Giant Panda

Ailuropoda melanoleuca

At the Zoo

We are preparing for the return of giant pandas to the Zoo!  Please follow the Zoo’s social media channels for the latest information.

Fascinating Facts

  • Giant pandas don’t hibernate like some other bears. Instead, they travel to warmer climates to find better sources of bamboo. 
  • The average age of giant pandas is around 20 years in the wild and up to 30 years in a zoo or sanctuary.
  • Because of the large volume of bamboo consumed on a daily basis, giant pandas defecate an average of 40 times per day. 

Physical Characteristics

Giant pandas are widely recognized by their distinctive black-and-white fur coats, which serve as camouflage in both winter and summer environments. The black shoulders and legs help conceal giant pandas in shade, while the white areas help them blend into the winter snow. The thick fur is waterproof to keep them warm and dry.  Another distinctive feature of giant pandas are their round faces, which are a result of powerful jaw muscles used to crush tough stems and grind fibrous plant material.  Giant panda paws have a digit similar to a thumb for holding bamboo while eating.  Adult individuals are typically 3 ft 11 inches to 6ft 3 inches long, and weigh an average of 220 to 254 lbs. 


Giant pandas are found in small populations in six mountainous regions in China, mainly in Sichuan, Shaanxi and Gansu. They are typically recorded at elevations of 7,000 – 9,800 ft above sea level in habitats with a healthy concentration of bamboos.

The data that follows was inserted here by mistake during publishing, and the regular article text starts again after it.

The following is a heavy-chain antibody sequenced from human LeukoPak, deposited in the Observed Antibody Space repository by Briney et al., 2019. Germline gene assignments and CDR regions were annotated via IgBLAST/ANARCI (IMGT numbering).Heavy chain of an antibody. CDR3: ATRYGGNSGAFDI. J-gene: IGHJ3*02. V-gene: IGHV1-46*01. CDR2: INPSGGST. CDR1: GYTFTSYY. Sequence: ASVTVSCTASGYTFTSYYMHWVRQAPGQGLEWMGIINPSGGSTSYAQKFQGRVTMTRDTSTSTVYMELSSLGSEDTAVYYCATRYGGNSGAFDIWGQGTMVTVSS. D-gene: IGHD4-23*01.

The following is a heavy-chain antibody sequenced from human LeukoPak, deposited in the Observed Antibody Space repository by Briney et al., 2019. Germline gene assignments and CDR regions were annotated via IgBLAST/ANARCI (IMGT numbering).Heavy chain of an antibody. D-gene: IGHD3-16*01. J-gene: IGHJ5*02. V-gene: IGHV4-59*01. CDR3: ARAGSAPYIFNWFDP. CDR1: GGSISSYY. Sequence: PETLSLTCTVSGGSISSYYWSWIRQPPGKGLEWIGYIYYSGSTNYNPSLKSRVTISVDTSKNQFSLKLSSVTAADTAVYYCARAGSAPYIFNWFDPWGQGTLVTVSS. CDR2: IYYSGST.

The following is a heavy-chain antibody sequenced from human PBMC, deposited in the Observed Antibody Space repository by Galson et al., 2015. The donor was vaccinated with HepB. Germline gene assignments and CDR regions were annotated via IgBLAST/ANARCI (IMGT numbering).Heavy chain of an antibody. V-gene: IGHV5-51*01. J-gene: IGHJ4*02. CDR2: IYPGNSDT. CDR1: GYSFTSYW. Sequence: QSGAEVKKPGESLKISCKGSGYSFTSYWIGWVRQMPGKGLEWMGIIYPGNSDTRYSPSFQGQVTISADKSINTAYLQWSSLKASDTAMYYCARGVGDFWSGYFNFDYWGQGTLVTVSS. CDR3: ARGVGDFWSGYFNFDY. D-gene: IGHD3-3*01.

The diet of giant pandas consists almost entirely of bamboo, despite their taxonomic classification as a carnivoran. Like other bears, their stomachs evolved for them to be meat eaters, so they derive little energy from consumption of bamboo.  Therefore, they need to eat around 66 lbs of bamboo on a daily basis to absorb enough protein, sometimes feeding for up to 16 hours a day.  

Social Behavior

Giant pandas are generally solitary animals, gathering primarily during the brief mating season between March and May. During this time, females go into estrus, which occurs only once a year and lasts for two or three days.  After mating, the female is left alone to raise the cub while the male retreats to a solitary and defined territory. 

Giant pandas largely communicate with one another through scent marking such as spraying urine on landmarks and clawing trees. The scent marks are used to spread information about mating status, territorial dominance, choice of settlement, and other social situations. They also communicate through a variety of vocalizations based on the social circumstance, such as blatting sounds during peaceful interactions, chirping during mating season, and growls during hostile confrontations.  

Status In The Wild

Giant pandas are listed as Vulnerable by the IUCN, with fewer than 2,500 left in the wild. They have been driven out of lowland areas by human activity such as farming, deforestation and land development. Human activities remain the biggest threat to this species, including the man made effects of climate change.  Diseases from livestock and domesticated pets is another threat, enhanced by increased human settlements near panda habitats.  

Animals & Exhibits